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Hugelkultur with Margaret Roach of AWayToGarden.com

By dave
April 23, 2013

The highly popular gardening author, radio personality, and blogger at AWayToGarden.com interviewed Dave recently about hugelkultur, the raised bed technique that involves using whole logs of wood in your beds.

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Name: Terri
virginia (Zone 7a)
Beekeeper Region: Virginia Dragonflies
dragonfly53
Apr 25, 2013 10:12 AM CST
We have a lot of trees, mostly pines, that no one wants to cut up and haul away. Now we know what to do with them; some hard work of course but then we will have a way to solve our other problem. Our property slopes toward our pond which means a lot of topsoil gets washed into it. With Hugelkultur we should be able to keep that from happening and also get some fairly level planting spots.
Thank you for posting this article!
Life is a rush into the unknown. You can duck down and hope nothing hits you, or you can stand tall, show it your teeth and say "Dish it up, Baby, and don't skimp on the jalapeƱos."
Name: Dave Whitinger
Jacksonville, Texas (Zone 8b)
Charter ATP Member Region: Texas Master Gardener: Texas Permaculture Raises cows I was one of the first 300 contributors to the plant database!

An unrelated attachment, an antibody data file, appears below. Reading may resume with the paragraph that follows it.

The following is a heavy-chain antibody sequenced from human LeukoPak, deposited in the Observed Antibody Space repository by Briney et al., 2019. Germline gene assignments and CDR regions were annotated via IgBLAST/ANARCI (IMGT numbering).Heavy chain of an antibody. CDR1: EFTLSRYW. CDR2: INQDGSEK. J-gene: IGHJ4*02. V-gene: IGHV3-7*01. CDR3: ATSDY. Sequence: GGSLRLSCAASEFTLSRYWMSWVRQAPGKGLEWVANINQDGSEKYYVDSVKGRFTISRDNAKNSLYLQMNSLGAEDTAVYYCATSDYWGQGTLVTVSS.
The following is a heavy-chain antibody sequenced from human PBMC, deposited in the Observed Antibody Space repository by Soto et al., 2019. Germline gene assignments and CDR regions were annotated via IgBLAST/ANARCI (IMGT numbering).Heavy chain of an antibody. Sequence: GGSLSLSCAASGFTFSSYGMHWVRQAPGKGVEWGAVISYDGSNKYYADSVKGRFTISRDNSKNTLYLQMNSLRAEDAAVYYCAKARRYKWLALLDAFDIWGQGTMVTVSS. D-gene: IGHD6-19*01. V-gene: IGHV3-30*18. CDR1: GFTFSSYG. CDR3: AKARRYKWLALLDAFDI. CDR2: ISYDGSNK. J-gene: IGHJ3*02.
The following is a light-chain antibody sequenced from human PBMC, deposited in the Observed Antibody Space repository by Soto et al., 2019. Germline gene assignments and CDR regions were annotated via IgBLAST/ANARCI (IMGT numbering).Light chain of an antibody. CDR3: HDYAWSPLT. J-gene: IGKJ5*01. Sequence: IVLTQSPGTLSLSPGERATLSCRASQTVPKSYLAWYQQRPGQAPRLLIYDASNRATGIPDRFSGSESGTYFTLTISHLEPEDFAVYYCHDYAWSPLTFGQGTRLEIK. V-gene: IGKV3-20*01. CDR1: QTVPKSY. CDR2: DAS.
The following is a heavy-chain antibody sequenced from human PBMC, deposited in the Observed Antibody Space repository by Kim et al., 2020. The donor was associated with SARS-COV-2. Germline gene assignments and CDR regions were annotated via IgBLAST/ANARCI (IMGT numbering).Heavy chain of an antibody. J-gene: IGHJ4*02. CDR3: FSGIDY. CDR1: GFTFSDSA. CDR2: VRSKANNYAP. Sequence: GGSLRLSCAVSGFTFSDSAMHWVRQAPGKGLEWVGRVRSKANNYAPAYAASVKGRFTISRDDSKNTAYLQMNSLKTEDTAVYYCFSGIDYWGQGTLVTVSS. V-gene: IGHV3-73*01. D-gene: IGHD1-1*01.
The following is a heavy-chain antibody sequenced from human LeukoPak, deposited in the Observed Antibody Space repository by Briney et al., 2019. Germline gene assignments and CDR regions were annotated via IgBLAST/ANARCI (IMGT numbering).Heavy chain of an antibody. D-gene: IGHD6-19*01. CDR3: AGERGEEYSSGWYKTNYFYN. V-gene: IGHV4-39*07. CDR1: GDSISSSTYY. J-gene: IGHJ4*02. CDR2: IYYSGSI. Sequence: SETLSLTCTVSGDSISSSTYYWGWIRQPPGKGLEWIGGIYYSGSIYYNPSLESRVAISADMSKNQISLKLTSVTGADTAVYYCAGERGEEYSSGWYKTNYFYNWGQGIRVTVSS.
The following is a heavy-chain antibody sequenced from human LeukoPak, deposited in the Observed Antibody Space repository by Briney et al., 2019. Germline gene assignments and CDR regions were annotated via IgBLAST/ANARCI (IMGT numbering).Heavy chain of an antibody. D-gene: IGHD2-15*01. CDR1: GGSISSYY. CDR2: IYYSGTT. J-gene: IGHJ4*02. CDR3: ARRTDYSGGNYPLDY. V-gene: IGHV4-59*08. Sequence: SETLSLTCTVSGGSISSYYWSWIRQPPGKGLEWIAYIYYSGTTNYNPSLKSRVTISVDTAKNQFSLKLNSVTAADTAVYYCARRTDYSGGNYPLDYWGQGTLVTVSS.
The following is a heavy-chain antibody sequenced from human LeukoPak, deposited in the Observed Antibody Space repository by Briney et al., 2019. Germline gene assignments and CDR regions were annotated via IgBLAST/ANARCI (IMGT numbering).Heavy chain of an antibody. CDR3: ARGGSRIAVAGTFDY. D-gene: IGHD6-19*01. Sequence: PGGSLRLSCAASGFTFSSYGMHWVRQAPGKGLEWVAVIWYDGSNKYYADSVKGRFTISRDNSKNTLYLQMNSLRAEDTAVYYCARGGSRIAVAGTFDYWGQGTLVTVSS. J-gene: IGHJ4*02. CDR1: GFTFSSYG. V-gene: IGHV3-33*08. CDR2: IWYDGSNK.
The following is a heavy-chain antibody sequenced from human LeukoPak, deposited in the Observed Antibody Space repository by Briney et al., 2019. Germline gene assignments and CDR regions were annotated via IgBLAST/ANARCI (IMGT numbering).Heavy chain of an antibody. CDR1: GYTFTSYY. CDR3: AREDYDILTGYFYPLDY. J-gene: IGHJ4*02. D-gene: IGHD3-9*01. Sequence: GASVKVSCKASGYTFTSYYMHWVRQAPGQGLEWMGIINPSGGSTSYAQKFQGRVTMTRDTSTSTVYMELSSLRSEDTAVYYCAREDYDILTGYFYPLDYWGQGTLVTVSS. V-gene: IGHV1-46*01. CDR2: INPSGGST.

Garden Ideas: Master Level Beekeeper Garden Sages Avid Green Pages Reviewer Celebrating Gardening: 2015 Plant Identifier
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dave
Apr 25, 2013 10:18 AM CST

Garden.org Admin

Sounds like you're on the right track, Terri! Pine works great for hugelkultur but I think it's better when it's a little aged. The sap in new wood tends to be bad for gardening. Once it gets a little old and the sap is all worn away then it makes excellent hugelkultur material. Thumbs up
Name: Terri
virginia (Zone 7a)
Beekeeper Region: Virginia Dragonflies
dragonfly53
Apr 25, 2013 10:55 AM CST
Thanks Dave! I was thinking I should add lime to the mix too as our local clay soil tends to be on the high acid side, do you think that would be helpful or a waste of time and money?
Life is a rush into the unknown. You can duck down and hope nothing hits you, or you can stand tall, show it your teeth and say "Dish it up, Baby, and don't skimp on the jalapeƱos."
Name: Dave Whitinger
Jacksonville, Texas (Zone 8b)
Charter ATP Member Region: Texas Master Gardener: Texas Permaculture Raises cows I was one of the first 300 contributors to the plant database!
Garden Ideas: Master Level Beekeeper Garden Sages Avid Green Pages Reviewer Celebrating Gardening: 2015 Plant Identifier
Image
dave
Apr 25, 2013 12:00 PM CST

Garden.org Admin

If you have lime, it's a great addition to acidic soil for sure. I use lime in particularly difficult areas. Wood ashes, used sparingly, work great too.

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